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Doctors Nova Scotia concerned about proposed changes to health information law

'The way that the legislation is written is quite broad and it's not entirely clear the information they might be accessing,' says Dr. Colin Audain, president of Doctors Nova Scotia. (Doctors Nova Scotia - image credit)
'The way that the legislation is written is quite broad and it's not entirely clear the information they might be accessing,' says Dr. Colin Audain, president of Doctors Nova Scotia. (Doctors Nova Scotia - image credit)

The organization that represents more than 3,500 physicians, medical students and residents in Nova Scotia is concerned with provisions in legislation introduced by the minister of finance on March 5 as part of the budget process.

Doctors Nova Scotia said clauses in the Financial Measures Act to amend the Personal Health Information Act would grant the minister of health and her department expanded access to the health records of Nova Scotians.

"The way that the legislation is written is quite broad and it's not entirely clear the information they might be accessing," Dr. Colin Audain, president of Doctors Nova Scotia, told CBC Radio's Information Morning on Thursday.

The second last clause in the 35-page bill would amend the law governing health records by including an additional obligation for doctors and other care providers "to disclose personal health information to the minister or a person acting on behalf of the minister for the purposes of planning and management of the health system, resource allocation and creating or maintaining electronic health record programs and services."

Audain said Health Department officials have told his organization that the purpose is to allow patients to access their own records through the YourHealthNS app the province launched last November.

The department also said it wants to collect aggregate information in order to better plan services or reallocate resources.

Michelle Thompson is Nova Scotia's health minister.
Michelle Thompson is Nova Scotia's health minister.

Michelle Thompson is Nova Scotia's health minister. (Robert Short/CBC)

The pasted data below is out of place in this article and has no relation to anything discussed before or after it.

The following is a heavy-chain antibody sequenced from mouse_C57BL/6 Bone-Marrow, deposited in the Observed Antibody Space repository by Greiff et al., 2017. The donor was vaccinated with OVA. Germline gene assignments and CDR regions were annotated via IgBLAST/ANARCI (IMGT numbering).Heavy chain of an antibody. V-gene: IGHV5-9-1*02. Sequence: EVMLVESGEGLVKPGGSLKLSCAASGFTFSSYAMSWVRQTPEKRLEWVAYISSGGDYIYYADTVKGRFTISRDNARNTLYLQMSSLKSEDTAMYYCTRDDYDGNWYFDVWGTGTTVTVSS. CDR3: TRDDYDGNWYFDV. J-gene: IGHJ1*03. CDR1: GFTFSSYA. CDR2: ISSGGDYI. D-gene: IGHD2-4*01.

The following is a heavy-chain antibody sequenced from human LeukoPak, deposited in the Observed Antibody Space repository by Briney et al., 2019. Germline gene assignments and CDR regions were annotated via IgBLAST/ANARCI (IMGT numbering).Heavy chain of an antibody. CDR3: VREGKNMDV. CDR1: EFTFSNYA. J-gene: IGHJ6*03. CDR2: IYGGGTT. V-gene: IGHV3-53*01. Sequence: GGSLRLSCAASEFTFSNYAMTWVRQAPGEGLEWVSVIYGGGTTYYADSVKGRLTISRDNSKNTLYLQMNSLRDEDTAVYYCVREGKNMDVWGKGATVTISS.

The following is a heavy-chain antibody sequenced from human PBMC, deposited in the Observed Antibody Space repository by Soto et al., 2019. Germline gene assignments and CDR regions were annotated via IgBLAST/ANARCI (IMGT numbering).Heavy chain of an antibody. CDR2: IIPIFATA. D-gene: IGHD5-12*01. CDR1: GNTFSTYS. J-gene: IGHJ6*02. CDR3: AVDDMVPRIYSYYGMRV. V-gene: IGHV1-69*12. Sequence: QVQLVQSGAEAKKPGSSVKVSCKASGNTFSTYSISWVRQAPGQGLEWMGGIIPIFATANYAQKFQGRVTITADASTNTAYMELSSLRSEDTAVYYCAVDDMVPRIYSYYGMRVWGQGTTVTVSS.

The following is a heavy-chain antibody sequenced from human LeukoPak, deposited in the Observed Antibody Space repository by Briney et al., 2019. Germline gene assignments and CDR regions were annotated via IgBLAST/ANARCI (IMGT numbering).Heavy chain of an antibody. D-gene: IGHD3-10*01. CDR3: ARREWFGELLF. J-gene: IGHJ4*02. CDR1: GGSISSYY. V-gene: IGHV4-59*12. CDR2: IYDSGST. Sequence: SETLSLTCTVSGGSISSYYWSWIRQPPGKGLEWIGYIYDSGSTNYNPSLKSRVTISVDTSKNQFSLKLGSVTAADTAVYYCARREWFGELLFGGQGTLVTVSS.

"As far as we know, the information that they're looking for right now is fairly narrow, and it includes things like the date of a visit, the provider's name, the reason for the visit and the results of diagnostic imaging, blood and other lab tests," said Audain.

"But I think what we're concerned about is the broad nature of the legislation, and the fact that if there were other information, beyond what's currently being looked at in the app, that it could compromise the therapeutic relationship between doctors and their patients."

Doctors Nova Scotia plans to call on the government to modify the proposed law to restrict the information that can be passed on to the minister and the department when the bill moves from the floor of the House to the Law Amendments Committee.

That could happen as early as Monday.

But Health Minister Michelle Thompson doesn't believe the clause needs to be changed, nor does she think people should be concerned about the kind of information she and future health ministers will be able to access.

"The information that people share with their physician is not the information that's going to be collected by government," Thompson told CBC News. "There's no need for us to know, at an individual level, what is discussed or anything like that with physicians. That's not the point.

"We're not interested in individual information, we're interested in that big number that tells us how many people are utilizing and moving through the system at any given time."

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